Quaking and Burning

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quake

When drugs and alcohol collapsed my life I was definitely old enough to “know better”… and obviously that kind of thing is not about knowledge. As my mother said about it, “But you never took drugs”. Correct. Until I did. I was 35.

Because everything fell apart so completely I met the first of two incredible therapists. He was one huge ear. Listening was what he did best and I had a lot to say. We never got far past surface issues to what really needed to be seen, yet it was very helpful. He was the second person, up until that time, who gave me unconditional acceptance; such a huge gift! And through the insights gained with him drugs became history. Alcohol lingered for a few years and then it too evaporated.

He set the stage for what would come later: the second therapist, a woman who also had a huge ear as well as the ability to lovingly reflect what she saw happening when I could not. With her gentle yet incisive feedback I began talking about things that had previously been unavailable even to think; they’d not been so much as a glimmer on the horizon.

I addressed the core issues of this particular life: childhood trauma and its deep, powerful and utterly beneficial (until it wasn’t) denial. Suddenly the absolute fact of these were staring me in the face and I did not look away. Exploring happened. Every sludgy, forgotten and pain-filled cranny was searched. Found were the events I’d been looking for all my life without even knowing they existed. I was 62.

Two things stand out about that time. The first is that there was clearly a total readiness that had not been fully formed in the earlier scenario. When it showed up, denial was no longer needed as it had done its job. What was its job? To keep the trauma and its aftermath well out of awareness. To protect first a small child and then the adult she became. From what? The overwhelming fears, memories, feelings and thoughts that could have been spirit crushers, life deadeners.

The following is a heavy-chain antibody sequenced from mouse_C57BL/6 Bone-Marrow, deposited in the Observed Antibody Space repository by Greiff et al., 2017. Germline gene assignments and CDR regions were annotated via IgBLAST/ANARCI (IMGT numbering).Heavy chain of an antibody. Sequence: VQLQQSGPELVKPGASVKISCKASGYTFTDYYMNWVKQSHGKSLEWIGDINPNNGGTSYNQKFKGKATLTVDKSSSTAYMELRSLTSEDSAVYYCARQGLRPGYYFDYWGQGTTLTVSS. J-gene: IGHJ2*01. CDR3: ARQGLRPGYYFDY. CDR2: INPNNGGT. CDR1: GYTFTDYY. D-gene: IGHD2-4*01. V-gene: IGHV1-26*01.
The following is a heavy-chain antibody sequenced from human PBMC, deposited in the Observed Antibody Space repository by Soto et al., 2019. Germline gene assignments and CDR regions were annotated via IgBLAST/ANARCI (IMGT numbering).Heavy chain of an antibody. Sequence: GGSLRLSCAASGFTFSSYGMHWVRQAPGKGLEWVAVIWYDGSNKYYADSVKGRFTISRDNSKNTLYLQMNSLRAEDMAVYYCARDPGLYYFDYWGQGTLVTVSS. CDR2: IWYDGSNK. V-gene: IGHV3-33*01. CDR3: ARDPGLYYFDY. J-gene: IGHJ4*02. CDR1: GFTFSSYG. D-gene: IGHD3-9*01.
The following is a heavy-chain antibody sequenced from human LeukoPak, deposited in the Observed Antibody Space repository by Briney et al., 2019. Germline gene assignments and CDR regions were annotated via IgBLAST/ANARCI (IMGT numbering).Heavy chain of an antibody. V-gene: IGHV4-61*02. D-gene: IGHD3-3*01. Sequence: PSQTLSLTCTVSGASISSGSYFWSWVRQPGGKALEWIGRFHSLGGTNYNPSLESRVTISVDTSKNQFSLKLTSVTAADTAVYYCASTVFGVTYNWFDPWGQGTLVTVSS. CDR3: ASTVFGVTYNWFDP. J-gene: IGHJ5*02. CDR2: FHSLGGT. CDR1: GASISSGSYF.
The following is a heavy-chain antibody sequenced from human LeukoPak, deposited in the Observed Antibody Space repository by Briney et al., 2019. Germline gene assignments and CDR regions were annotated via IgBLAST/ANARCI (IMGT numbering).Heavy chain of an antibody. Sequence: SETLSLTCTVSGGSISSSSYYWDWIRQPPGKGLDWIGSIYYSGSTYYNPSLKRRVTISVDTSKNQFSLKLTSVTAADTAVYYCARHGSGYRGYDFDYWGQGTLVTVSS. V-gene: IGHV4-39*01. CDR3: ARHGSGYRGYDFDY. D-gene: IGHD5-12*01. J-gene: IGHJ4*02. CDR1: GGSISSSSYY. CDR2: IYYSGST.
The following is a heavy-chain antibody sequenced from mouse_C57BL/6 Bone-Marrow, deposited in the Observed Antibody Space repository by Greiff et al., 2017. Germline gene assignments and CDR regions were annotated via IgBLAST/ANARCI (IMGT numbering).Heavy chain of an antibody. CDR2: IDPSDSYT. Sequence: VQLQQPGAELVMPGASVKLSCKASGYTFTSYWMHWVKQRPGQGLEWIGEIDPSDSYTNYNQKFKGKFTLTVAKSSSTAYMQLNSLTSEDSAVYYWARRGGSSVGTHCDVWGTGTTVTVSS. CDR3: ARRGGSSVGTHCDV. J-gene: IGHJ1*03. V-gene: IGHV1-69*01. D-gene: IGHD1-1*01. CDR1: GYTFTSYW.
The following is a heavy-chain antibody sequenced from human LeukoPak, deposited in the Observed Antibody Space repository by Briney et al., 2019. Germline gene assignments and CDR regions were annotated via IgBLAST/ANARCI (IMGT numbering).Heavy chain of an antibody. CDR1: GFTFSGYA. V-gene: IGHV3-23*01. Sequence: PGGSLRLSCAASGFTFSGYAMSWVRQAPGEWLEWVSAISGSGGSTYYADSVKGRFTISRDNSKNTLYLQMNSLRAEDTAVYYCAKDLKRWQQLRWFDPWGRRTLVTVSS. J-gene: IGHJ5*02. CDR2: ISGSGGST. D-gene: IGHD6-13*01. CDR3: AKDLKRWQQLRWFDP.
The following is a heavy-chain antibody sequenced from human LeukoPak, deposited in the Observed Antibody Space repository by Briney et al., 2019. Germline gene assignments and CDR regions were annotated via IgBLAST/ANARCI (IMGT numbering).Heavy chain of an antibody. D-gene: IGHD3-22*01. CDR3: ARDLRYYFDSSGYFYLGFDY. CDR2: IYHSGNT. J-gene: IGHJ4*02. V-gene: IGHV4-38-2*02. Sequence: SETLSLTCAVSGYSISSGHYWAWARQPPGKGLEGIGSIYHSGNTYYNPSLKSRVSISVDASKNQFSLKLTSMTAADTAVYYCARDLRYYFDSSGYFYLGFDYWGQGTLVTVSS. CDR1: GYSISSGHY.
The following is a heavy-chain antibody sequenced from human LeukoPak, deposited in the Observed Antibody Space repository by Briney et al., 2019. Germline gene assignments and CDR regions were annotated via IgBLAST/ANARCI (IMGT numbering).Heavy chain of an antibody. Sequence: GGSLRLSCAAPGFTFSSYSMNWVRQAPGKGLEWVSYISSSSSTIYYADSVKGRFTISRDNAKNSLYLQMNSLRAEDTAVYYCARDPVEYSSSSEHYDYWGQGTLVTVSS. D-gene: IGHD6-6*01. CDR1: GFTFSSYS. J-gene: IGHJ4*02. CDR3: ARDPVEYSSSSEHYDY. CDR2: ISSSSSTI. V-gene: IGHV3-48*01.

And it worked. A few memories that were somehow easily rationalized away were all that were present throughout the decades before denial dissolved. The vulnerable child and her older counterpart were safe from the effects of complete memory for most of a life.

The second stand-out is that the collapsing of denial and the flooding in of memories and realizations were concurrent with the literally overnight appearance of the burning desire for spiritual awakening. In the same time period of seeing the past come into focus came the consuming fire for waking up. They were two sides of a single thing.

The confusion resulting from the sudden seeing of the truth of childhood utterly shattered the sense of self, life and orientation to all that had been known. It was an earthquake that helped trigger the fiery conflagration of awakening. And together they destroyed all ideas of the past and future, leaving only the moment. Eventually trauma became simply a word; conditioning but false ideas believed. A new living began.

Bottom line 1: perfect timing is always at play, no matter what the story seems to say.

Bottom line 2: We think denial and unconsciousness are bad or wrong somehow when in fact they are protective, shielding allies that drop their vigilance when it’s time for fullness to be felt.

Bottom line 3: Life can be experienced big and free. And not just bigger and more free than past events; also without the conditioning and programming that is cooked up after those occur.

Work with it. Work with life. Be open, be willing and look deeply. It’s all right there and it’s never, ever what you think it is.

 

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About Lisa Kahale

Just THIS.

2 responses »

  1. Thanks for sharing this. This is deep stuff and I assume it must have taken a lot of courage to write about it. But it is so helpful to others who go through this as well. Amazing that this was coupled with the desire for awakening. This is not the case for everyone who had childhood trauma. But for some , the trauma serves as an important trigger in the process of awakening.

    Reply
  2. Hi Karin and thanks for your comment. Yes, how this all showed up for me is not the case for everyone. I thought it pretty amazing, too! One thing is fairly clear about awakening: it happens however it does for each of us. Mine happened like that. And I do think it was the disorientation of finding that my past was not at all as it was thought to be that was the door-opener in a big way. I was pretty closed up. An explosion on both fronts was obviously necessary. And it did not take courage to share this, actually… no longer is there huge emotional baggage around the trauma. There was shame, fear, powerful anxiety and at some point it all evaporated. Sweet in the extreme…

    Reply

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